In other news, Google lets slip about its death benefit policy where the spouses or domestic partners of departed employees continue to collect 50% of the deceased's salary annually for the next ten years, but let's not talk about Google's totally awesome death benefits. It's simply too depressing, especially in this economy, and we want to enjoy the rest of the summer. Way to go, Google, for making every other company feel like a tightwad cheapskate, though. Again.
Should we talk about the CDC warning that the United States is on the verge of an antibiotic-resistant gonorrhea epidemic? That will be fun to deal with at work, especially with a survey finding many managers still can't manage, but no. Let's not go there, either.
So what's left to talk about during the news dregs of summer? Well, I'm still fascinated by Romney's verbal gaffe over the weekend, because don't we all make a few of those every so often? You meant to say "best" but "breast" came out of your mouth instead. Or "ship" gets replaced by a nearly-the-same word ending in "t." Or you said "sex million" instead of "six million." Or you put your running mate on top of the ticket. Oops. Does it matter what you said? No, because if you're lucky enough to catch yourself, then your internal reaction will always be the same. Oh, crap! Did I just say that!? Oh, God, I did! What do I do now?
You have a split second to decide. Do I acknowledge my verbal gaffe or do I just let it slide? Rhyming aside, with any luck you'll never face this dilemma in front of co-workers, a boss, a big client, a hiring manager, or hundreds of teevee news cameras, but it could happen, especially if you're a busy, sleep-deprived human being like the rest of us. When you're working on six hours a sleep a night, you can start to feel like Gaylord Focker in Meet the Parents trying to set things right before he's finally let into the circle of trust. What I really meant to say was...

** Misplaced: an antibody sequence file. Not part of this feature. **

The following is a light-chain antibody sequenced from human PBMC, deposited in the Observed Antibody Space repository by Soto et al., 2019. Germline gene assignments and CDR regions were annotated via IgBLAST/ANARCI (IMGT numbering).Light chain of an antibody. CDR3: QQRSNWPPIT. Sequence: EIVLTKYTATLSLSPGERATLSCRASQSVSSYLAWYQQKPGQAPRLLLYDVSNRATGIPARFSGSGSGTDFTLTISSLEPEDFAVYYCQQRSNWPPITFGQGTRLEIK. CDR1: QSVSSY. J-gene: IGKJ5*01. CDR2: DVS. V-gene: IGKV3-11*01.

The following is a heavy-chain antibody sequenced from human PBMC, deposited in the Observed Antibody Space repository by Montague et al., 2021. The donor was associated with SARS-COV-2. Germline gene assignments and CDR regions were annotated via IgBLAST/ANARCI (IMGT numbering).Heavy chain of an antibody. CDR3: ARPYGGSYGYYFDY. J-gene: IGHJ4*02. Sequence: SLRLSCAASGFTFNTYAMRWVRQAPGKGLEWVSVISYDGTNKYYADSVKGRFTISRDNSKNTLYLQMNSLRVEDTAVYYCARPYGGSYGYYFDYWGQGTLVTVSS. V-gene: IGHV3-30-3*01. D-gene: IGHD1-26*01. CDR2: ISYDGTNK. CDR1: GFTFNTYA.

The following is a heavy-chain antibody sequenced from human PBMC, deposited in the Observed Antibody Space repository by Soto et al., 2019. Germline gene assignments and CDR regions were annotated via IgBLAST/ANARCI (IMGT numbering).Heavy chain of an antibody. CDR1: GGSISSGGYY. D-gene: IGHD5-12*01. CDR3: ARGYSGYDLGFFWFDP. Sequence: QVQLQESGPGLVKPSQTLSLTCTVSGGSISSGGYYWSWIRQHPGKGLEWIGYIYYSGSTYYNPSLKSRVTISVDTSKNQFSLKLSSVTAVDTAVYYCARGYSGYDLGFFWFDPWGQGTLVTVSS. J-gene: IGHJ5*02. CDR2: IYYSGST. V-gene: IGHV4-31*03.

So how should we handle our verbal blunders? I assume you won't be introducing the next President of the United States, and even Romney admits he's rather haunted by the his past verbal gaffes. It's a universal vice, really. Short of not saying anything at all ever again, catching our verbal diarrhea in the moment and making light of it with a quick inclusion of "sorry" if it seems right is usually the best option if you're quite certain your gaffe was overheard. Then move on, and don't look back.
Most of your fellow humans will be forgiving, because they'll quietly be remembering their own awkward verbal gaffes and feeling thankful that it's not their turn. And if they give you a disapproving glance, then rest assured they're still feeling thankful that it's not their turn.
Yes, the people who overheard you will get another turn on the wacky word roller coaster. Eventually. Probably when they're very tired, stressed out, or otherwise distracted. It happens. Too all of us. We're simply racing the cock to our next verbal gaffe. Er, clock.
Just thank your lucky stars that the cable news networks don't have your most embarrassing mouthal moments on repeat play with analysts dissecting them for hours on end. Or worse, having Jon Stewart decide to include them in the next episode of The Daily Show, and you suddenly become the "sex million" guy forever and ever. Yes, that would be a bit...disconcerting. Feel better? I thought so.